Whitney at Howler, Melbourne, Friday January 27, 2017
Header photograph by Chip Mooney; see the show gallery
Howler was so chock-a-block on Friday that initially it seemed Whitney’s drummer, singer and bandleader Julien Ehrlich was playing by himself; his kit was centre-stage, elevated but also low-slung, with the cymbals way down at elbow level so we could see every grin and hear every individual response he gave to specific questions from the crowd.
And it was a rather chatty crowd, but that fit the scene completely: Ehrlich discussed eucalyptus highs and requested tequila (“Just a spare one?”) amongst a wistful, sensitive and stimulating set from the indie-rock/folk Chicagoan group.
Like a jazz ensemble, these guys have a wonderful appreciation for space and how to highlight each instrument; the trumpet trills on Polly fed into an awesome tete-a-tete with the electric piano, while Ehrlich played around with some extra syncopated snare bits – but no unnecessary, noodly BS in sight. I think trumpeter Will Miller had some sort of harmonic effect going on to create chords from his individual notes, but that could’ve been a trick of the atmosphere.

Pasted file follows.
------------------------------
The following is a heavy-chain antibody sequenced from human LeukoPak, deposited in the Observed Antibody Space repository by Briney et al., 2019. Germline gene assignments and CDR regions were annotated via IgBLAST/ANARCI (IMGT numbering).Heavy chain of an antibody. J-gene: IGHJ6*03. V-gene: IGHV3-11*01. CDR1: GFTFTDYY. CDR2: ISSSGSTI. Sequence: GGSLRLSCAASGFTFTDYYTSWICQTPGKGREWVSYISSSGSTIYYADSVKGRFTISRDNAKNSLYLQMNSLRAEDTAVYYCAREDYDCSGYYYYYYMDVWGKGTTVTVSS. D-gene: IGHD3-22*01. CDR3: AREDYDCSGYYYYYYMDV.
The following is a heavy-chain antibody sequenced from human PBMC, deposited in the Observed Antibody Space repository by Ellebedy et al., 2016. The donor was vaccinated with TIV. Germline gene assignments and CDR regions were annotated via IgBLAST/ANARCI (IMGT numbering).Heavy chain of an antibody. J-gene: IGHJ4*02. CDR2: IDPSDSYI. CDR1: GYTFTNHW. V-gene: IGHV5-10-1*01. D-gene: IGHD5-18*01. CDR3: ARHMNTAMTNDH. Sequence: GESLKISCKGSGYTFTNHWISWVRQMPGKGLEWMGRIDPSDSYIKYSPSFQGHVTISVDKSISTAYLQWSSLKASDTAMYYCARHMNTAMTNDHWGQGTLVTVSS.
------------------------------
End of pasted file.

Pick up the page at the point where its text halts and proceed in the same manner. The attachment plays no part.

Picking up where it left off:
The group moved through tracks from debut 2016 album Light Upon The Lake (recorded and produced with Foxygen’s Jonathan Rado), taking their time and moving into slow extended jams, with Golden Days and On My Own particular stand-outs of shiny, shiny musicianship.
The guys then left the stage so fast I thought they’d been raptured, but they soon returned to deliver astonishing renditions of Light Upon The Lake and No Woman: gorgeous plucked electric guitar, a stirring piano solo with high, crashing chords, and from Ehrlich, tripping tom rumbles like footsteps on an LA sidewalk.
A really charming journey from the guys; no wonder Sir Elton is a fan.
Light Upon The Lake is available now, via Secretly Canadian/Inertia.